OVER THE next week and a half, Republican senators may try one last time to repeal and replace Obamacare. The latest bill, from Sens. Bill Cassidy (La.), Lindsey O. Graham (S.C.), Dean Heller (Nev.) and Ron Johnson (Wis.), is about as execrable as the others that GOP lawmakers previously failed to approve. The process by which Republicans would pass it would be as sloppy and partisan as the one to which senators such as John McCain (R-Ariz.) objected earlier in the summer. The outcome would be no less destructive.
The big difference now is the clock; the procedural window for passing a health-care bill along straight party lines will disappear at the end of the month, spurring Republicans to try one last time. That is a sad excuse to rush through — without even an attempt at bipartisanship and without a complete Congressional Budget Office assessment — a half-baked bill that would harm millions. Senators who objected to repeal-and-replace efforts before have no principled reason to change their votes.
The Graham-Cassidy proposal would cancel Obamacare's major programs in 2020 and offer the states block grants instead. This plan at least does not include a massive upper-income tax cut, as previous GOP bills did, and it would seem to allow blue states to create and maintain universal or near-universal health coverage systems within their borders, even as red states went in a more conservative direction.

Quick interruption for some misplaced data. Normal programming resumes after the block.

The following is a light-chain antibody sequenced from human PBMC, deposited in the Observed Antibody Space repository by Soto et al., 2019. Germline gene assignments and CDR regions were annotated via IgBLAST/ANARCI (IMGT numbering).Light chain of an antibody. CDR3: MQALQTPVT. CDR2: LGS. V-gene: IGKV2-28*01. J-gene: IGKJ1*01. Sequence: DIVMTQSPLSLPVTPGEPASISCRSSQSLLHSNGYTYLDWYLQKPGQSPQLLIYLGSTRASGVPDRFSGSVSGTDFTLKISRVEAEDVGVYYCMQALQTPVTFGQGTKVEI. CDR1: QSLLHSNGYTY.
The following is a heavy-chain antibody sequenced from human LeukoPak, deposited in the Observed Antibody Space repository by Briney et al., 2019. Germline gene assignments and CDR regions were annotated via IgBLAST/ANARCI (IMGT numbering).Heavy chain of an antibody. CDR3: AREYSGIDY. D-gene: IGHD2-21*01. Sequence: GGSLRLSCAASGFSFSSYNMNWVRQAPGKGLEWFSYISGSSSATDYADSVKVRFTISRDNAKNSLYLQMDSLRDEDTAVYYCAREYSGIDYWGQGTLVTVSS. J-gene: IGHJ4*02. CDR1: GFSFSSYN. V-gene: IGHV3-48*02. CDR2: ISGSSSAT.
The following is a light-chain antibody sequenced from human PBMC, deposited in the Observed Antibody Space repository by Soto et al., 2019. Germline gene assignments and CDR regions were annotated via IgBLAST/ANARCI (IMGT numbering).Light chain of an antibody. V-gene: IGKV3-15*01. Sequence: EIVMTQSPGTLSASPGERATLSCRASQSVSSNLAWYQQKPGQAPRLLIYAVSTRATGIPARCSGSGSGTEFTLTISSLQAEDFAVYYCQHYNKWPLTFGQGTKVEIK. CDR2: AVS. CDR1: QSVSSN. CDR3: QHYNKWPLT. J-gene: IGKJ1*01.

But the bill suffers from fatal flaws, even setting aside how red-state residents would suffer under the parsimonious health policies their governments would adopt. First, analysts project that it would scale back the money states would get over time, relative to what would have flowed their way under Obamacare. The Center on Budget and Policy Priorities, a center-left think tank, estimates the shortfall would total $41 billion by 2026. The bill's funding formula would, in general, shift money from blue states to red states. These factors would make it difficult for states that like their Obamacare to keep their Obamacare.
Second, the bill would seriously cut Medicaid, which covers the poor and near-poor, putting yet more burden on states to cover needy people — if states even try.
Third, the state block grants that would underpin the Graham-Cassidy system would end in 2027; that would breed uncertainty in the market, fear among patients and rancor on Capitol Hill.
Moreover, the bill would make it easier for states to erode important safeguards guaranteeing that sick people can obtain the care they need.
And that is the rosy scenario. There is a good chance that many states would fail to create brand-new health-care systems by 2020, in time to stave off the chaos that would occur after Obamacare's carefully regulated and subsidized health-care markets disappeared. Establishing such a system is hard under any circumstances. Doing so under a tight deadline, without the administrative, technical and other help that federal officials currently provide, would be very hard, the Urban Institute's Linda Blumberg pointed out.
Some Republicans want to pass this policy disaster before the end of the month, in less than two weeks. A last-minute committee hearing would be nothing more than a fig leaf disguising a reprehensibly partisan process in service of an unworthy bill.
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